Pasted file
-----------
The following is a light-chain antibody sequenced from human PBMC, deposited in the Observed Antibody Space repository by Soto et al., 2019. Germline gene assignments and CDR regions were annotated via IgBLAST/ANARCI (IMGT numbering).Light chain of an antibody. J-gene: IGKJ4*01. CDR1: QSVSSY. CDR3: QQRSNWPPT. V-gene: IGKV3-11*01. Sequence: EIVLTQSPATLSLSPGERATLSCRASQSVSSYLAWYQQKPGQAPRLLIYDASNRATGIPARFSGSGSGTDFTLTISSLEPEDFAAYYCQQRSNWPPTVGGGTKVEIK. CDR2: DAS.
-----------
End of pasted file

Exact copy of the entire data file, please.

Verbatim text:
The following is a light-chain antibody sequenced from human PBMC, deposited in the Observed Antibody Space repository by Soto et al., 2019. Germline gene assignments and CDR regions were annotated via IgBLAST/ANARCI (IMGT numbering).Light chain of an antibody. J-gene: IGKJ4*01. CDR1: QSVSSY. CDR3: QQRSNWPPT. V-gene: IGKV3-11*01. Sequence: EIVLTQSPATLSLSPGERATLSCRASQSVSSYLAWYQQKPGQAPRLLIYDASNRATGIPARFSGSGSGTDFTLTISSLEPEDFAAYYCQQRSNWPPTVGGGTKVEIK. CDR2: DAS.